Doctors Should Beware of No Fee Financial Advisors

A prospective new physician client filled out the short form on my website to set up his initial financial strategy consultation with me.

If you're dead serious about getting your finances and investments in order this year, you should do the same right here:

http://www.physicianwealthsolutions.com/second-opinion-consultation/

Once I receive these requests, I call you to let you know I received it and to set up a time to discuss your situation and review your finances.

When I called this physician he gave me the following response:

"I don't like that you charge fees. I'm checking out some 'no fee' financial advisors also."

This is soooooo typical of doctors who have no clue about what they're doing with their money.

There are 4 groups in society that I know of who do not get paid for most or all services provided:

1. Doctors
2. Doctors who accept Medicaid patients
3. Doctors who practice emergency medicine
4. Charities

Notice that financial advisors are NOT on that list.

So my response to this physician was "Are you hiring a charity?"

After all if the financial advisors this oh-so-ignorant physician was checking out  weren't charging any fees, then are they working for free?

How generous of them!

You and I both know that just isn't true.

You see, people in general -- and doctors in particular -- think that just because they don't get a bill, the service from a financial advisor is free.

What you don't know is that you've probably just hired a commission based salesperson not an advisor who acts in your best interests and is paid directly by you.

The "no fee" financial advisor makes his income by selling you investment and insurance products, and that's an inherent conflict of interest because he's not paid directly by you. Instead he's paid by an insurance company or mutual fund company or brokerage firm who he has allegiance to.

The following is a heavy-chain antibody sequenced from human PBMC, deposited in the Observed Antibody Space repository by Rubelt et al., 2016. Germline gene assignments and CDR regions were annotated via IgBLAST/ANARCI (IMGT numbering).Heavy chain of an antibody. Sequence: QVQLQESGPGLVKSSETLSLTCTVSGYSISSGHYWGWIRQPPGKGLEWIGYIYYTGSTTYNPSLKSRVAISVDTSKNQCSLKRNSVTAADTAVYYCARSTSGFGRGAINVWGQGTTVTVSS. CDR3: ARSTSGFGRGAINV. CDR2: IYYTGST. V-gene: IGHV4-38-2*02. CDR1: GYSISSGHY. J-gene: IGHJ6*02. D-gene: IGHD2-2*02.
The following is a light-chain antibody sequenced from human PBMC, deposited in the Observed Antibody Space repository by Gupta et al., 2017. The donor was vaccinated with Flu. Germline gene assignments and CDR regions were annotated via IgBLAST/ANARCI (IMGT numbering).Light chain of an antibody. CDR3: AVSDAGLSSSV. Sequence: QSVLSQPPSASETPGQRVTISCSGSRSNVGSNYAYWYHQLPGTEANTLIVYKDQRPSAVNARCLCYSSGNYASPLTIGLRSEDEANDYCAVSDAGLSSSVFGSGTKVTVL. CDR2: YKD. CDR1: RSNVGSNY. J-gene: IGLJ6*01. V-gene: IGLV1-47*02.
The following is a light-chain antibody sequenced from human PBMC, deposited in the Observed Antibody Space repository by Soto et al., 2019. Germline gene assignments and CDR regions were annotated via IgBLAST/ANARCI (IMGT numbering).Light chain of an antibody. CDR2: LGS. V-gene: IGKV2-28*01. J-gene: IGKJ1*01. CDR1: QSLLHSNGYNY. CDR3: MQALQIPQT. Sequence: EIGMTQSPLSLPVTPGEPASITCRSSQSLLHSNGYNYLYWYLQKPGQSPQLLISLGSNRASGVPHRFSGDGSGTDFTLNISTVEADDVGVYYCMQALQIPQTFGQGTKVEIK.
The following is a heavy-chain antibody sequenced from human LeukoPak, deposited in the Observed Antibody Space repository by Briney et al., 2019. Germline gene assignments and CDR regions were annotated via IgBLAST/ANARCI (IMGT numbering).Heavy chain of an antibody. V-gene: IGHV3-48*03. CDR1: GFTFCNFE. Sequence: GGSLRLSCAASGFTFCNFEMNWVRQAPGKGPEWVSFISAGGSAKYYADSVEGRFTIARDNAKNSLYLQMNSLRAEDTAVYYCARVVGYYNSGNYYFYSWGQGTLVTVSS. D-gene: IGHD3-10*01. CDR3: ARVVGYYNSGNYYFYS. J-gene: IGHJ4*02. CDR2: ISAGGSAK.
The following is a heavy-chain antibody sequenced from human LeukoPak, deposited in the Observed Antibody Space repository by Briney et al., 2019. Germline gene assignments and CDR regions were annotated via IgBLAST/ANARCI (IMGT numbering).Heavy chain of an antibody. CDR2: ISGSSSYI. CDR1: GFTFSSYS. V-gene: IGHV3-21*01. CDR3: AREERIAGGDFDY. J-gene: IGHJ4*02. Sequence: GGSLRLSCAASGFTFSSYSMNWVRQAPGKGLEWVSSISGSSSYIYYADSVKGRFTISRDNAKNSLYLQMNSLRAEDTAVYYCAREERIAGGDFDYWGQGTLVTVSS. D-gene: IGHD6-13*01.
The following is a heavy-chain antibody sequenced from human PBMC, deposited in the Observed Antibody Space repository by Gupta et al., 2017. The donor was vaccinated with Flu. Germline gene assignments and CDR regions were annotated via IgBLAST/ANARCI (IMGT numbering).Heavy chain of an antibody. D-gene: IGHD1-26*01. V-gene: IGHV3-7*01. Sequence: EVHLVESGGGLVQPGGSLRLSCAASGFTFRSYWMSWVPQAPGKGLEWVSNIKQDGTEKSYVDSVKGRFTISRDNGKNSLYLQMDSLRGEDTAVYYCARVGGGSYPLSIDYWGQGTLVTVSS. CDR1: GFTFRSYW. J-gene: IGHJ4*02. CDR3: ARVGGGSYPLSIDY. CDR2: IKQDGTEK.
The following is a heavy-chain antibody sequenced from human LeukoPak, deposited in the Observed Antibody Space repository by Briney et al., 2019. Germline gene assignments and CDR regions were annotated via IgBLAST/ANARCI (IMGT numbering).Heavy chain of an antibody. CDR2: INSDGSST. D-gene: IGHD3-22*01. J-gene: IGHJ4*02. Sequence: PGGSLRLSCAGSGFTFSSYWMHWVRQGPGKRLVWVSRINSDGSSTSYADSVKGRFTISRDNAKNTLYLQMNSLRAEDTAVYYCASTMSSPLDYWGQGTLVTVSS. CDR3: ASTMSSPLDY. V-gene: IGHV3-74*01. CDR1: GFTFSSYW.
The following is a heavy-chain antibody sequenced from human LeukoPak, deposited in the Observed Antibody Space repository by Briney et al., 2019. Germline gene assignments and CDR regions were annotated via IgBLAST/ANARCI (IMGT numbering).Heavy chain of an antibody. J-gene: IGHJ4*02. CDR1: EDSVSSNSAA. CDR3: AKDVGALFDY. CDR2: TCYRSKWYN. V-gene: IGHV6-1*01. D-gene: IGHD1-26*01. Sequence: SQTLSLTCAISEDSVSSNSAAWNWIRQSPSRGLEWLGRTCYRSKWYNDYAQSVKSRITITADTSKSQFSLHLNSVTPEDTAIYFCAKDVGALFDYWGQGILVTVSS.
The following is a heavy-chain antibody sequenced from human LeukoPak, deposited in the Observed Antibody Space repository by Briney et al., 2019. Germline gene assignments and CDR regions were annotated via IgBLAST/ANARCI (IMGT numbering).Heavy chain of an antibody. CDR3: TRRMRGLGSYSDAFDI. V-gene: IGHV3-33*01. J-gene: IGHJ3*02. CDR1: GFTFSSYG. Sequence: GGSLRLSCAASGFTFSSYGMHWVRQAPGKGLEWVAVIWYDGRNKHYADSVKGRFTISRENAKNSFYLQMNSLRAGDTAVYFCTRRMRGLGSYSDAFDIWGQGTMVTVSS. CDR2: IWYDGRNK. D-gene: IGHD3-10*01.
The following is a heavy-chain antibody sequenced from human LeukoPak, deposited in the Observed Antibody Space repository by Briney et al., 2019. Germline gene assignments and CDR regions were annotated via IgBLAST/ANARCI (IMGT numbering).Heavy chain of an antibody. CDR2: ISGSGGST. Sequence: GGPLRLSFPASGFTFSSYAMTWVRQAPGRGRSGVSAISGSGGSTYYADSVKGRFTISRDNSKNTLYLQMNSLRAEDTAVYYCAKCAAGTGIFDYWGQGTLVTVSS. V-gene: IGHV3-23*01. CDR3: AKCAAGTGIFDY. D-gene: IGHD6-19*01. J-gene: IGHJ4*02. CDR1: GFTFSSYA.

Do you think maybe....just maybe...a commission based financial advisor will steer you to products you don't need? Remember that's how they're paid.

It doesn't take a doctor (haha!) to figure that out!

Contrast that with what I do for all of my clients -- of which almost all are physicians from coast to coast.

I provide investment advice, manage your investment portfolio for the long term across all accounts, and provide financial planning services without the sale of any products.

In exchange for the services I provide, you pay me a fee. This is about as clear cut and transparent as it can get.

It's how you treat patients.

And it's how financial advisors should treat physicians like you.

In the end I feel sorry for the physician I spoke to because he just didn't get the concept.

Instead he probably won't realize what he did until it's too late. Those types of mistakes cost you big time.

If this is happening to you right now, you should seriously think about what type of "advice" you're really getting from  your advisor?

Is his income based on the sale of products?

Does he send you an invoice every few months? If he doesn't, you might have hired a really expensive "no fee" advisor.

But there is hope to remedy the situation if you click here:
 
http://www.physicianwealthsolutions.com/second-opinion-consultation/
 
Talk to you again soon.

Setu Mazumdar, MD, CFP®

"Making work optional for doctors"